Colorectal cancer is the fourth most common cancer in America, and the second leading cause of death from cancer. It affects people across all racial and ethnic groups, but is most commonly found in people over age 50.
If all patients over age 50 were screened on a regular basis, 60% of deaths from colorectal cancer could be prevented. Use this month to raise awareness about colorectal cancer screenings and prevention in your community.
- Encourage patients to come into your pharmacy to get active, and to do so as a family. Exercise has the potential to reduce the risk of developing colorectal cancer.
- Talk to patients about the importance of getting screened for cancer starting at age 50. Patients with certain health conditions may be at a higher risk and may need screenings before turning 50. People who are at higher risk may need to be screened more frequently than those with average risk.
- Ask all doctors and nurses in your community to talk with patients who are at least 50 years old about the importance of regular screenings. Screenings should continue until age 75 as long as results are negative.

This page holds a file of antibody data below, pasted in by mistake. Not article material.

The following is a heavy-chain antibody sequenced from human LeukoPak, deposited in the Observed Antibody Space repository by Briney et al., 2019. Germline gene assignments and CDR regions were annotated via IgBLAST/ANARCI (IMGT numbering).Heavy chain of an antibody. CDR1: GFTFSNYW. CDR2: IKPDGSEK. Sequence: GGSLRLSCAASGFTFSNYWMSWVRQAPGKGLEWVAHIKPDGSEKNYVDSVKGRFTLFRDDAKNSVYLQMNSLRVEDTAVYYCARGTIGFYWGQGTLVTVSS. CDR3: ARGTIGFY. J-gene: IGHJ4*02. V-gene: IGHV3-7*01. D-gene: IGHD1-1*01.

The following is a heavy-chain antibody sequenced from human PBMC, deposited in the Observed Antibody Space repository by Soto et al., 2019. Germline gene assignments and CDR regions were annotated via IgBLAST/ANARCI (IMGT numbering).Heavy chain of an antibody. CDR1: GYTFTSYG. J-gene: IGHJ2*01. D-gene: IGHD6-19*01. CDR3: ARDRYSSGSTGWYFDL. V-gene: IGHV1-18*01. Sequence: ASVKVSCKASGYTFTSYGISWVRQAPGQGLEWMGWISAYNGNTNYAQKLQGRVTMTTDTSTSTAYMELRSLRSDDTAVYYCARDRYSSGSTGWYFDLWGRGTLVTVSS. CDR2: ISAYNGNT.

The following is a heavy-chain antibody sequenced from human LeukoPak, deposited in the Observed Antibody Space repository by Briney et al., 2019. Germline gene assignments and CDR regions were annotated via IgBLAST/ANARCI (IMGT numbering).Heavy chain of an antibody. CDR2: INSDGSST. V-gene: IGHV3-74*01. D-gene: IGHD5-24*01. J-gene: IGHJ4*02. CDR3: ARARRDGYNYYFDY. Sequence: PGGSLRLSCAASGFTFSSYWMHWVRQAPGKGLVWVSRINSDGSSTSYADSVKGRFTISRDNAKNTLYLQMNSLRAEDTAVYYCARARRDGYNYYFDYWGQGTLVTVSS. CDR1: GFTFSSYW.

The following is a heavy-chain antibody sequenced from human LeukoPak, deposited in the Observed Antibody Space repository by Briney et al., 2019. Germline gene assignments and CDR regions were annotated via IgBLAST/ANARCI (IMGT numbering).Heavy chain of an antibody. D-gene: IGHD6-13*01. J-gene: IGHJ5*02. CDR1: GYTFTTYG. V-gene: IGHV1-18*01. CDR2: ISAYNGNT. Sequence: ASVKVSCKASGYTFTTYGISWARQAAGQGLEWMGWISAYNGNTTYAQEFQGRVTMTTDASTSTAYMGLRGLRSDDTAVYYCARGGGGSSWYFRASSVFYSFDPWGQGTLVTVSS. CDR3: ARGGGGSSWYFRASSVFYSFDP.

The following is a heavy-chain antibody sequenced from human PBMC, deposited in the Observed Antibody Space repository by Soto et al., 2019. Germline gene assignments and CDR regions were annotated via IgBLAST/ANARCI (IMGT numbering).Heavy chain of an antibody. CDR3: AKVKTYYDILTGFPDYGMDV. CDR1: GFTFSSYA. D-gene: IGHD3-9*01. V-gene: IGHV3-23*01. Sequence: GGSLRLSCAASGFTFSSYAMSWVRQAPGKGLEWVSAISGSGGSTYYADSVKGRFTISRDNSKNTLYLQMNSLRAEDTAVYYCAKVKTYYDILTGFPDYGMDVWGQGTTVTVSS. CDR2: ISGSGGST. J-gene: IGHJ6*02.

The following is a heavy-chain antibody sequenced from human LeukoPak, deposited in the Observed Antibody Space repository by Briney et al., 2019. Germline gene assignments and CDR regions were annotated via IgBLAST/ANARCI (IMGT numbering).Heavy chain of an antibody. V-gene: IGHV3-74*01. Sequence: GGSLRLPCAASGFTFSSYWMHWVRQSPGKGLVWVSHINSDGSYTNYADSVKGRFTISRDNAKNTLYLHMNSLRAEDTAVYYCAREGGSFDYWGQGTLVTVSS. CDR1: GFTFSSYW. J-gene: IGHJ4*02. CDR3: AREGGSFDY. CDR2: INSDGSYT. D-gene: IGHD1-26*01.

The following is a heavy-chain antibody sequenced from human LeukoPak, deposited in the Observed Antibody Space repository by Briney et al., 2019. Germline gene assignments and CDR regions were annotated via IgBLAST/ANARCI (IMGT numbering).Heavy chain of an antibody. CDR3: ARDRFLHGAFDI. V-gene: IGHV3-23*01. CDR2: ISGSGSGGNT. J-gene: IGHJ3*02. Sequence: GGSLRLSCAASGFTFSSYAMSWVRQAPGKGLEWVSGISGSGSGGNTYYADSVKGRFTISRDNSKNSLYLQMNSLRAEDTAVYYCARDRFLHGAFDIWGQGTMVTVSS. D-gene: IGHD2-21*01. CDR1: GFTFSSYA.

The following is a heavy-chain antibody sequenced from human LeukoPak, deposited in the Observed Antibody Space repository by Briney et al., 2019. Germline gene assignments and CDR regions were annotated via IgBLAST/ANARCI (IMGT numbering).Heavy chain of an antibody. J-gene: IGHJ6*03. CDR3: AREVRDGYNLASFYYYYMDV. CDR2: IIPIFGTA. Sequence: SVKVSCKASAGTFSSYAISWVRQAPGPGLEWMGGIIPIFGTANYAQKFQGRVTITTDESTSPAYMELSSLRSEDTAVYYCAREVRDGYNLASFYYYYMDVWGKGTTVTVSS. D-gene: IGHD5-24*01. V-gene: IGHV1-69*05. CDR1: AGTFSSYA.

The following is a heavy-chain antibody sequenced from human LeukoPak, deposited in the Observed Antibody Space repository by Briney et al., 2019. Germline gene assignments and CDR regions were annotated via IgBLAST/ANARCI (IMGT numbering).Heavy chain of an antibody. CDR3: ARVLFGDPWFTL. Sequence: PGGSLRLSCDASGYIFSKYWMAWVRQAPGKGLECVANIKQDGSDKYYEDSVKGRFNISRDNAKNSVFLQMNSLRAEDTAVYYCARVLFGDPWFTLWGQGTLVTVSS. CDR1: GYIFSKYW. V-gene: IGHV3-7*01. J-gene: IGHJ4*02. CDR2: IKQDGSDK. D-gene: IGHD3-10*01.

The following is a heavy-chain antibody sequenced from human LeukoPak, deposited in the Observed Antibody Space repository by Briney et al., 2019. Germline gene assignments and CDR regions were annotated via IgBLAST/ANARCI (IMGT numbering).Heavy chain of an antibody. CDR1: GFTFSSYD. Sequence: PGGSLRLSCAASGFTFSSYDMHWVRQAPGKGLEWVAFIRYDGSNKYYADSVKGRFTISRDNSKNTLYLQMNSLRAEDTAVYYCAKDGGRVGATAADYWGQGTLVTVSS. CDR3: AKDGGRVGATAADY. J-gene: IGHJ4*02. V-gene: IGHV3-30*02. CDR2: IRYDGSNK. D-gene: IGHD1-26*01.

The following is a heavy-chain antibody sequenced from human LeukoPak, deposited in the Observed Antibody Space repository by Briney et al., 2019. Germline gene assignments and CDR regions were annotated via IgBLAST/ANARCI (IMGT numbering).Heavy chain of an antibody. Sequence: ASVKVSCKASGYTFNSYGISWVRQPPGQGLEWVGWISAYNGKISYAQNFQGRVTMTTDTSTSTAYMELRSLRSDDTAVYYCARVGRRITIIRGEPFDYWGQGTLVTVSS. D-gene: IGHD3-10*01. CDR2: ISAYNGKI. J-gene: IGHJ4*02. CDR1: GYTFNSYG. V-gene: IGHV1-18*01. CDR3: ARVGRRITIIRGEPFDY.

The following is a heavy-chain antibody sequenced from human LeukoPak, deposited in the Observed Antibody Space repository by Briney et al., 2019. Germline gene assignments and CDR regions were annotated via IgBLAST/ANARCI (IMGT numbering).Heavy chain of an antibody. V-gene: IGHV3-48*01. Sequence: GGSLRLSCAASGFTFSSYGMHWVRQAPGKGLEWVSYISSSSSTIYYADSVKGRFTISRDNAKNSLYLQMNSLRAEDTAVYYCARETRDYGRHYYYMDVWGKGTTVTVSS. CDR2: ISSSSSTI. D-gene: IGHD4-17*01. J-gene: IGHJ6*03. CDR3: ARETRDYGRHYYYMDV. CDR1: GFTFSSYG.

With the toolkit available from the Department of Health and Human Services at HealthFinder.gov, pharmacies have everything they need to make raising awareness about colorectal cancer easy. Other ideas include:
- If your pharmacy regularly sends out a newsletter to patients, or includes pamphlets with prescriptions, add information about how patients can live a healthy lifestyle. The toolkit includes a number of additional resources where you can find more information to share with patients.
- Include a badge on your pharmacy’s official website.
- If your pharmacy uses social media, tweet about Colorectal Cancer Awareness Month, and post on Facebook about it.
- Sponsor a community event that allows families to come together and learn about how to live a healthy lifestyle as well as local health resources available to them, such as where screenings are available for free or at a reduced cost.
As a pharmacist, you remain a powerful influence on patients. Working together with doctors, nurses, and local area hospitals, you can use your knowledge and education about colorectal cancer and prevention to spread awareness. Be ready to answer patient questions about the methods used to screen for this particular type of cancer and make sure patients are aware of the various risk factors.